Singapore needs to beef up its unemployment protection as more middle-income workers are set to lose their jobs to restructuring and technological change in the coming years, according to a panel of experts yesterday.
Panellists at a post-Budget roundtable convened by the Economic Society of Singapore said better cushions for the unemployed will also encourage more people to venture out on their own and become entrepreneurs - an essential element of a more innovative society.
The annual roundtable, held this year at the Mandarin Orchard, featured Dr Giovanni Ko, an assistant professor at Nanyang Technological University's economics division; Ms Selena Ling, head of treasury research and strategy at OCBC; Mr Jimmy Koh, head of global economics and markets research at UOB; and Mr Luis Coronado, Asean transfer pricing leader at EY.
The roundtable was chaired by Dr David Lee, a professor of quantitative finance at Singapore Management University.
The panellists noted that the Budget put heavy emphasis on automation, innovation and preparing for the future, but they said more still needs to be done to help workers hit by the economic transition.
The conventional wisdom is that technological change and automation will make manual jobs redundant, but this has not been the case, said Dr Ko.
"Manual jobs often require flexibility, judgment and common sense... Many jobs look simple but require a lot of implicit knowledge and skills, for example, nursing," he noted. This makes them difficult to replace with robots.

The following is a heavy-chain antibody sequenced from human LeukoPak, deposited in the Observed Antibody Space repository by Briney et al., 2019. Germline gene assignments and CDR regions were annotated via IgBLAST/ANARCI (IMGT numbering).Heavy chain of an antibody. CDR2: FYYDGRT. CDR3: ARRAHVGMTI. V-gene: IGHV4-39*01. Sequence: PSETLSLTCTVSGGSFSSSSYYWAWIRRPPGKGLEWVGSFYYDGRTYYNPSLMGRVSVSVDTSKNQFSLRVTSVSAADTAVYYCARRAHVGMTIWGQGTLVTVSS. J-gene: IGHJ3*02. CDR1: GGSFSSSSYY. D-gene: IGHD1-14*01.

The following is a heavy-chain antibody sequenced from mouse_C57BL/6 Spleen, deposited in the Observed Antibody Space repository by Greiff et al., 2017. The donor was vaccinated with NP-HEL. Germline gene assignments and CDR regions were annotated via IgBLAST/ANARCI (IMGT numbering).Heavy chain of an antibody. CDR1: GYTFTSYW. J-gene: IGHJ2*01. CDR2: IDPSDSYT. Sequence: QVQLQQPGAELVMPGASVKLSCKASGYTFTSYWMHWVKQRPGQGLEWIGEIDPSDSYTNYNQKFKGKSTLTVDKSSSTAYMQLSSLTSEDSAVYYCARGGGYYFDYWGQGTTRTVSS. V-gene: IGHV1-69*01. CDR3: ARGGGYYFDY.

Instead, middle-income jobs which involve repetitive tasks and routines have been hit hardest by the advent of technology in developed economies.
"Many people (in developed countries) have lost jobs that are comfortable... and are the low-hanging fruits of automation," said Dr Ko. He added that many workers in Singapore still hold such jobs.
"We can't have a push towards automation without a safety net to catch these people."
Besides providing a cushion to those who have lost their jobs, Ms Ling and Mr Koh both said some form of unemployment insurance will also help encourage more risk-taking and innovation.
Entrepreneurship is associated with a high risk of failure, said Mr Koh. "(People) still have mortgages to pay... (Without a social safety net) people will ask, why should I take the risk?"
Ms Ling said the key challenge lies in getting Singaporeans on board with preparing for a more uncertain future - where technology will change the world of work and their jobs might be at risk.
"It's a challenge for people to get out of their comfort zones," she said.
The panellists covered a wide range of other issues surrounding the Budget, which Finance Minister Heng Swee Keat delivered in Parliament last Thursday.
Topics included the shift away from broad-based measures to drive restructuring towards more targeted schemes, sustaining the Government's revenue base in the long term even as spending needs grow, and external economic challenges facing Singapore, such as China's slowdown.